Modern scientists tend to possess an almost complete ignorance of philosophy, which renders many of their more general claims naive and parochial. Conversely, however, much of 20th-century philosophy was driven by a careerist desire to build an academic discipline which could stand independently of scientific discovery and understanding. Many 20th-century philosophers received an arts-based education just as narrow as that of modern scientists, and, lacking an understanding of science, strove to build an 'analytic philosophy' centred around the analysis of natural language. These philosophers sought to believe that their discipline was logically independent of science because their careers were dependent upon such a claim.
This is not what philosophy should be. Philosophy should be the great over-arching, unifying, synthesising discpline. In an age of deepening academic specialisation, philosophy should be reacting against this trend. Philosophers should be competent in the arts and the sciences. In particular, a lack of mathematical and scientific competency in a philosopher should be considered a crippling disability, comparable to a lack of logical competency.
A perfect example of the lack of ambition and imagination in modern philosophy is provided by Andrew Kania's survey of the philosophy of music. The key phrase in this account can be found in the preamble, where Kania states that the work considered is "in an analytic vein." This, amongst other things, is philosophic code for "there will be no discussion of scientific research here." The ensuing discussion therefore makes no reference either to neuroscience or biological evolution. Vital issues such as the purported universality of musical appreciation, or the emotions evoked by some music, can only be fully understood by integrating conceptual discussion with evidence from neuroscience and cognitive evolution theory.
Which parts of the brain are activated during the production and appreciation of music? What types of interaction occur between the cerebrum (the part of the brain responsible for conscious thought), the cerebellum (the part of the brain responsible for unconscious, 'second-nature' behaviour), and the amygdala (the 'levers' of the emotions). When music is emotionally ambiguous or neutral, but nevertheless evokes an aesthetic appreciation in the listener, which parts of the brain are then activated? How do such patterns of brain activity help us to understand music, if at all? All the scientific theory and evidence here needs to be incorporated into the philosophical discussion if the philosophy is to be of any real interest or relevance.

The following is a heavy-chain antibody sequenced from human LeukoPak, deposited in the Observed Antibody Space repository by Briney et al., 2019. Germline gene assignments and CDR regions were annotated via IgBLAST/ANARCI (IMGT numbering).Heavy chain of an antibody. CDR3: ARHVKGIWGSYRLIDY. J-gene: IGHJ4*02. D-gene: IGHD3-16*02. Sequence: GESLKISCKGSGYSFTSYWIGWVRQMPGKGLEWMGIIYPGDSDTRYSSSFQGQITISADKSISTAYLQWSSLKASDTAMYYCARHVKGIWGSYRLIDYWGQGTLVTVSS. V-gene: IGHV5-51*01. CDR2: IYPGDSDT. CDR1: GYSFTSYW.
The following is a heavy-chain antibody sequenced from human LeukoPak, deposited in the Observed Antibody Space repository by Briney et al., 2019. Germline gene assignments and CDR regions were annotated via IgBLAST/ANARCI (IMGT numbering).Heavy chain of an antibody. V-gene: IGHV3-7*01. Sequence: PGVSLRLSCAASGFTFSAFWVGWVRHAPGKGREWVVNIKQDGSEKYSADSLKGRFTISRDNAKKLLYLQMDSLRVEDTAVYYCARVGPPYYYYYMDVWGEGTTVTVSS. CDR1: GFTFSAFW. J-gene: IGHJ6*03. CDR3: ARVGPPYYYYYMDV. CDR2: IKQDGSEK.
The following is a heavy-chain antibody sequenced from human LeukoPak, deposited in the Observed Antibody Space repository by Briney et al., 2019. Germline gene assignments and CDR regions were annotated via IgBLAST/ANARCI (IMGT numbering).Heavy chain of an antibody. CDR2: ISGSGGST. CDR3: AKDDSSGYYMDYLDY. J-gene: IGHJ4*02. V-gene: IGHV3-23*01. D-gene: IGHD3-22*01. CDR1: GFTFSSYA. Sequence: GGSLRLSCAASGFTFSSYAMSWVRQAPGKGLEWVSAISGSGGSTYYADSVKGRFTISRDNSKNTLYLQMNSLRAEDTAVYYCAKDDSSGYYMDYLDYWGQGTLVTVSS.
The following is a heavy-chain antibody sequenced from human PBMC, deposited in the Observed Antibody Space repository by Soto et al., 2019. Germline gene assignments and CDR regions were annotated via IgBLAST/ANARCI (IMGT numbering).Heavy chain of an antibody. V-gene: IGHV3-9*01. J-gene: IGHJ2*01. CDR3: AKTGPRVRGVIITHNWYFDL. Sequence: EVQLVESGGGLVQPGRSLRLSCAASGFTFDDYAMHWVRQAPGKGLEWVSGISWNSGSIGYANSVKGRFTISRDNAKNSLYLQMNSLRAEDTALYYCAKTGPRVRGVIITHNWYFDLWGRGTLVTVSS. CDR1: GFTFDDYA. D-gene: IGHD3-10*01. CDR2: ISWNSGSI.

What role, if any, does music play from the perspective of biological evolution? What light, if any, can evolution throw upon the ontology of music, and the emotions sometimes expressed by music? Consider the following argument by John Barrow: "neither musical appreciation, nor any dexterous facility for musical performance, is shared by people so widely, or at a high level of competence, in the way that linguistic abilities are. In such circumstance it is hard to believe that musical abilities are genetically programmed into the brain in the way that linguistic abilities appear to be. The variations in our ability to produce and respond to music are far too great for musical ability to be an essential evolutionary adaptation. Such diversity is more likely to arise if musical appreciation is a by-product of mental abilities that were adaptively evolved primarily for other purposes. Unlike language, music is something that our ancestors could live without," (The Artful Universe, p196). Is this true? Kania's survey does not enable one to access such discussions, because such discussions are not within its remit.
There is a need for broadly-educated philosophers, with sufficient will and courage to look beyond their careerist aspirations, and to write genuinely unifying, all-embracing philosophy; work which cannot be published because it doesn't fall into the narrow domain of any particular journal; work which doesn't, therefore, enable those philsophers to gain promotion by increasing their citations ranking.
Am I asking too much?